Redemption Road could be described succinctly as a labour of love on the part of its author, Irish Jesuit priest Brendan McManus. This short text tells the story of a physical journey across northern Spain, and the emotional and spiritual journey of its author’s attempt to come to terms with his brother’s suicide.
In this blow-by-blow – literally, given that a series of injuries and misfortunes form the backbone of the book – account of the author’s pilgrimage along the Camino de Santiago de Compostela, no stone of detail is left unturned. Life on the Camino is described with raw honesty, the blisters and the disrupted sleep as well as the personal encounters and prayerfulness. As such, the book evoked for this reader welcome memories of my own pilgrimage. McManus has a knack for capturing in words drops of the essence of the Camino, which stirred latent emotions for me, as no doubt they would for other past pilgrims. Some made me giggle and remember how Camino life is so at odds with everyday routine: the feeling of being ‘curiously unbalanced’ when walking without one’s ever-present backpack (p. 51), and the image of the author ‘looking somewhat like a camel’, with drying clothes pinned to his back (p. 63). Others put me in a more reflective mood – ‘solitude here did not mean loneliness’ (p. 23) – and made me long for ‘the falling away of other concerns’ that the austere living on the Camino brings (p. 26).
McManus’s physical pilgrimage was hampered frequently by leg trouble, and as such his narrative can come across as cyclical – a few days’ walking only to be forced to stop, address the problem, recalculate and get on the move again...and repeat. But he punctuates this re-telling of the facts with an equally detailed account of his interior journey. He reaches a new milestone along his inner ‘Way’ with each obstacle he encounters: learning to go at his own pace; becoming more aware of distractions; paying attention to what his body is trying to tell him; not always taking what seems to be the easiest option. As such – and this is described explicitly – this is an account of Ignatian discernment in practice; it is one long Examen. At all times, the author is asking himself, ‘What would Ignatius do?’, and he explains his answers to the reader in terms of the direction given in the Spiritual Exercises and the example set by Ignatius himself as he responded to suffering and setbacks. In addition to the main text, there are extensive endnotes and references – I confess to finding these slightly distracting, but I am sure that many of them could be well utilised by a reader keen to find out more about Ignatian spirituality.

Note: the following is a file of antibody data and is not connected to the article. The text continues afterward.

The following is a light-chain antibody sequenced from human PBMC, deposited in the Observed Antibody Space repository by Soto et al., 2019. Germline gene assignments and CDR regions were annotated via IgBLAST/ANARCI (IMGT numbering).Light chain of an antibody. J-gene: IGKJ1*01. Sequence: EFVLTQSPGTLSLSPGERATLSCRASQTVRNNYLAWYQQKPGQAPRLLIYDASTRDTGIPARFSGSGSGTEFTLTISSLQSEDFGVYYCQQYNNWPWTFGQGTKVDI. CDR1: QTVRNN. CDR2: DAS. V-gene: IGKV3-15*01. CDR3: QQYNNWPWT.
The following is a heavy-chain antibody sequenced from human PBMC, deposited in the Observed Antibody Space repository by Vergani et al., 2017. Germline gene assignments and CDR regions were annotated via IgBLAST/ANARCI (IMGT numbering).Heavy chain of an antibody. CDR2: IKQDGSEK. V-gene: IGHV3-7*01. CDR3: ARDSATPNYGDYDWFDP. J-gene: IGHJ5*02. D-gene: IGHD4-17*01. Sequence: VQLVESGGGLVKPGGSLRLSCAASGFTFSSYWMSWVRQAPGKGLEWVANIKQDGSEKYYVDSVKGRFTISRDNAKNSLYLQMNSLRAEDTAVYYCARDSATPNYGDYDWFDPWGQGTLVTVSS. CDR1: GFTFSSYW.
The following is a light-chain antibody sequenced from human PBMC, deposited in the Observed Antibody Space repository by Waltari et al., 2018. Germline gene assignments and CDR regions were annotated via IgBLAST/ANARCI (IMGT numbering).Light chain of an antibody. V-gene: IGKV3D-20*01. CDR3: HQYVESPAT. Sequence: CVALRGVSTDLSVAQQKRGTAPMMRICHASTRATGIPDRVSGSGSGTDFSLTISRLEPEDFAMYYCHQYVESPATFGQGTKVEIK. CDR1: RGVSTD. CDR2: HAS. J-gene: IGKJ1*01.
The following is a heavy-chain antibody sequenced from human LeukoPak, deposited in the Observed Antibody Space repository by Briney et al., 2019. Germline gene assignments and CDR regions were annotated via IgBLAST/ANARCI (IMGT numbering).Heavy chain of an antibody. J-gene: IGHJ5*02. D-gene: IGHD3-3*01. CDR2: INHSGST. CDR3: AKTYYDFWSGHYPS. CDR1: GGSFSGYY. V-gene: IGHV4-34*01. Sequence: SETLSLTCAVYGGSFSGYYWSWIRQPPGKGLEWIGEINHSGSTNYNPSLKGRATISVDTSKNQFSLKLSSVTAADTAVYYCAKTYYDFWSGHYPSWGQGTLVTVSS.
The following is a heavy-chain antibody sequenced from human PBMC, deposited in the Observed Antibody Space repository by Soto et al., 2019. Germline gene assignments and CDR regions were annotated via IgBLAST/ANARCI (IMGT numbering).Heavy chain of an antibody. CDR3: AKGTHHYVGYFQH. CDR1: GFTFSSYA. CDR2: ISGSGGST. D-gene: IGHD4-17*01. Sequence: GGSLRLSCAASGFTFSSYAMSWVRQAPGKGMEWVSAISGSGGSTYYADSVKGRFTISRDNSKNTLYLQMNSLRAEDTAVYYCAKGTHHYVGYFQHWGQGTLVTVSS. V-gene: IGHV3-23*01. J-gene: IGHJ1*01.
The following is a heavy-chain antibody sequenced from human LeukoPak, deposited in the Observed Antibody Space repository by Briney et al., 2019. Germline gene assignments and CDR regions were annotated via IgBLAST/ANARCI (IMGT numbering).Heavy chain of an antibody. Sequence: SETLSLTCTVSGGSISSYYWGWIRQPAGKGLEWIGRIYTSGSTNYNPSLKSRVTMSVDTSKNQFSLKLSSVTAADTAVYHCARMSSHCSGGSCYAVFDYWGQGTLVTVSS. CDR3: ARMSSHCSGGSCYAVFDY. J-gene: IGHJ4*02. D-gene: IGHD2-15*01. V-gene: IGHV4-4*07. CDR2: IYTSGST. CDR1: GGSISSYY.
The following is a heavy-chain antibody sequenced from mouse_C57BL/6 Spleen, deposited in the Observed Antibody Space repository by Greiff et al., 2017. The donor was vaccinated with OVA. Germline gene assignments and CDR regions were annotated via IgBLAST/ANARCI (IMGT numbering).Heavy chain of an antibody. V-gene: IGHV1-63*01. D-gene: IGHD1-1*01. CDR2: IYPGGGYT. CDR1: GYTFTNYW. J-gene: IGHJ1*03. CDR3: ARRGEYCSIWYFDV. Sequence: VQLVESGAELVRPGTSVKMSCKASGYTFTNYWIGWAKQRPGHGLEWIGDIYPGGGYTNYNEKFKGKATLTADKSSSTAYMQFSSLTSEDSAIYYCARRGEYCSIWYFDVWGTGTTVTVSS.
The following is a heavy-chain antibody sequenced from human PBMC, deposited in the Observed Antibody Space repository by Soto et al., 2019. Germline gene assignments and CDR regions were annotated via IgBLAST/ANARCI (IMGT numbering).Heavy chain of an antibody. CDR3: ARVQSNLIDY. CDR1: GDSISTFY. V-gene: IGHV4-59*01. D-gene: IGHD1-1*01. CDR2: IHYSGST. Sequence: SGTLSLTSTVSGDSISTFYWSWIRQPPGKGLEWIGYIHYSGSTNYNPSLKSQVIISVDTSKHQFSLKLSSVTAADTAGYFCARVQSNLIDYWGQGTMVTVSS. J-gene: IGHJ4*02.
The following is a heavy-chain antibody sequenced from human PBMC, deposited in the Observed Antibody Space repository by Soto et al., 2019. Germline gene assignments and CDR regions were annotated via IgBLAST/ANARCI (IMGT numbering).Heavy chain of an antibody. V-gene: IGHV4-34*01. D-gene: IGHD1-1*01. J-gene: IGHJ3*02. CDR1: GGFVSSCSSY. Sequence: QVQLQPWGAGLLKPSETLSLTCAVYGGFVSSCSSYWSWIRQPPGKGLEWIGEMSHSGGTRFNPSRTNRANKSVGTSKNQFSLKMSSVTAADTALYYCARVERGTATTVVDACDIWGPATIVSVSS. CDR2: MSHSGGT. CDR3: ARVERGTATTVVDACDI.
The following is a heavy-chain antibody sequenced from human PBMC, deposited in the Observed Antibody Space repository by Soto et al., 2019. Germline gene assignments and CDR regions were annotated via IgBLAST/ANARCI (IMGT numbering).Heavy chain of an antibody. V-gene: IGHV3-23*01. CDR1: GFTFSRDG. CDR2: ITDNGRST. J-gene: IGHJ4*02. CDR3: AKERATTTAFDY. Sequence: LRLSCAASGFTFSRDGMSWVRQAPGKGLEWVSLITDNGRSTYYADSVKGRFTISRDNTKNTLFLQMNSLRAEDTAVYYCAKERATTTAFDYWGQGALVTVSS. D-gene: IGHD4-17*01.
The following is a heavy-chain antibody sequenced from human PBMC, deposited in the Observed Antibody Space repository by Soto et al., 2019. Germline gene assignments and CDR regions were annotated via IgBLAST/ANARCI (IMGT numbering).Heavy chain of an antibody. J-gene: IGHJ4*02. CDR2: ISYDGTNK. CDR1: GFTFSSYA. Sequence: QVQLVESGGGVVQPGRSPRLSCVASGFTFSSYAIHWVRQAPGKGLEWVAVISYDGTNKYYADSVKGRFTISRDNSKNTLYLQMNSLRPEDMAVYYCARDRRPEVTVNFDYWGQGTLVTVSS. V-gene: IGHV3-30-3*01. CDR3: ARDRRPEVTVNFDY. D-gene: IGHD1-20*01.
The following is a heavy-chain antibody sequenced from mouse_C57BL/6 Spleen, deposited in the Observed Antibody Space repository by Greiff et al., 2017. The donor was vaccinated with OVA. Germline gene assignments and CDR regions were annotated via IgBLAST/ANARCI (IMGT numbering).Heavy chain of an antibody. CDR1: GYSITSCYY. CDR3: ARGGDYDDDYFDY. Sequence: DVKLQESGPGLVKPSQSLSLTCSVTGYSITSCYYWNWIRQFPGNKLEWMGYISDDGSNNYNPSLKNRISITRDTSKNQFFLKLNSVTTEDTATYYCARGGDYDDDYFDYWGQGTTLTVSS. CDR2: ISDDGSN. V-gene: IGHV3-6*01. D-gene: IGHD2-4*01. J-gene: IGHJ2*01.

One concern is that on its surface, this book paints a somewhat one-dimensional picture of Ignatius, as a figure caught up with identifying and reacting to negative forces; perhaps the driven, dynamic character that he is so often described as is not introduced overtly. But if one reads between the lines, this aspect of the Ignatian character is certainly present: at the core of the book is a passionate quest for consolation and to do good.
The Ignatian commentary is accompanied by the author’s reflections on his brother Donal’s suicide: the book is subtitled ‘Grieving on the Camino’. The Camino, in fact, is only one stage on this much longer journey of grief. We are given fond and vivid descriptions of Donal; and then are told in a lamenting voice about his depression and suicide, and its effect on his family. McManus’s personal reaction had progressed from the initial, violent shock to ‘ongoing silent anguish’ and ‘a spiritual crisis that I was only dimly aware of’ (p. 2) – traumatising for anyone, and surely no less so for a Catholic priest.
McManus writes movingly at regular intervals about his memories of his brother, but it is in the passages where he is most honest about the questions he asked of God – for himself and on behalf of Donal – where this book packs a real punch. ‘Before I could let God off the hook... I had to pass through the purifying furnace of grief’ (p. 71) he writes, as he admits readily to a crisis of faith. And, after describing Donal’s ‘impressive’ faith: ‘I wonder what kind of God he found there in that moment and whether he got the deep peace he was looking for’ (p. 85).
In a review of the excellent 2011 film, The Way, my colleague wrote, ‘It’s the texture of life on the Camino that the film captures so well.’ The same could be said about Redemption Road. In that sense, I suspect it is better suited to readers who have already travelled the Camino, who understand what McManus means when he writes, ‘ Merely saying the words in conversation, “to walk the Camino”, produced a visceral change in me, igniting a fire’ (p. 4). Although he is emphatic in his gratitude for even the smallest of blessings and captures the bonhomie of the experience through his evident fondness for many of his companions, I fear that his no-holds-barred account of what is at times an arduous experience may not act as a motivator for any would-be pilgrims.
Brendan McManus is to be admired and commended for his bravery in committing such a personal story to paper, and it is my hope that others who have travelled the same path – physically or emotionally – will read this book and recognise something of themselves in its pages. All profits go to Console, the Irish suicide prevention charity, which could not be more fitting given that there is so much consolation to be found in McManus’s story.
The reviewer, Frances Murphy, is Editor of Thinking Faith.